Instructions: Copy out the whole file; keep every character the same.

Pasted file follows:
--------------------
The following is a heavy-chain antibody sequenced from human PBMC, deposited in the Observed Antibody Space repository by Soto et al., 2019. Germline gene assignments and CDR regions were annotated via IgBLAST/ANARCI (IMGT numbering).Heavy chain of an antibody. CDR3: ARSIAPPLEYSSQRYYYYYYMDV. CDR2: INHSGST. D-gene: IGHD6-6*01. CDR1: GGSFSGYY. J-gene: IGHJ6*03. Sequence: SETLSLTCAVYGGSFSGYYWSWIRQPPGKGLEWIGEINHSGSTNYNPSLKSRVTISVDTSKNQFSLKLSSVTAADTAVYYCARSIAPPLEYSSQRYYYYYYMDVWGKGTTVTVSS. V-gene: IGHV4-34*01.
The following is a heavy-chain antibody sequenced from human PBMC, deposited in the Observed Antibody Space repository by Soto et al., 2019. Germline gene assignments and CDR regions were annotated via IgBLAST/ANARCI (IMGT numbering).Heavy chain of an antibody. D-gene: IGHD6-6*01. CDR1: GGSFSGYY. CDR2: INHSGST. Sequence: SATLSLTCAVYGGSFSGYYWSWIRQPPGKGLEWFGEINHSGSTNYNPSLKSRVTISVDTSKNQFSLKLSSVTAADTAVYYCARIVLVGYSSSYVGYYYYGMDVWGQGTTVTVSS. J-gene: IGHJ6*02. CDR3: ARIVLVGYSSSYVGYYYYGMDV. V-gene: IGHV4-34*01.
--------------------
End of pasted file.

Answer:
The following is a heavy-chain antibody sequenced from human PBMC, deposited in the Observed Antibody Space repository by Soto et al., 2019. Germline gene assignments and CDR regions were annotated via IgBLAST/ANARCI (IMGT numbering).Heavy chain of an antibody. CDR3: ARSIAPPLEYSSQRYYYYYYMDV. CDR2: INHSGST. D-gene: IGHD6-6*01. CDR1: GGSFSGYY. J-gene: IGHJ6*03. Sequence: SETLSLTCAVYGGSFSGYYWSWIRQPPGKGLEWIGEINHSGSTNYNPSLKSRVTISVDTSKNQFSLKLSSVTAADTAVYYCARSIAPPLEYSSQRYYYYYYMDVWGKGTTVTVSS. V-gene: IGHV4-34*01.
The following is a heavy-chain antibody sequenced from human PBMC, deposited in the Observed Antibody Space repository by Soto et al., 2019. Germline gene assignments and CDR regions were annotated via IgBLAST/ANARCI (IMGT numbering).Heavy chain of an antibody. D-gene: IGHD6-6*01. CDR1: GGSFSGYY. CDR2: INHSGST. Sequence: SATLSLTCAVYGGSFSGYYWSWIRQPPGKGLEWFGEINHSGSTNYNPSLKSRVTISVDTSKNQFSLKLSSVTAADTAVYYCARIVLVGYSSSYVGYYYYGMDVWGQGTTVTVSS. J-gene: IGHJ6*02. CDR3: ARIVLVGYSSSYVGYYYYGMDV. V-gene: IGHV4-34*01.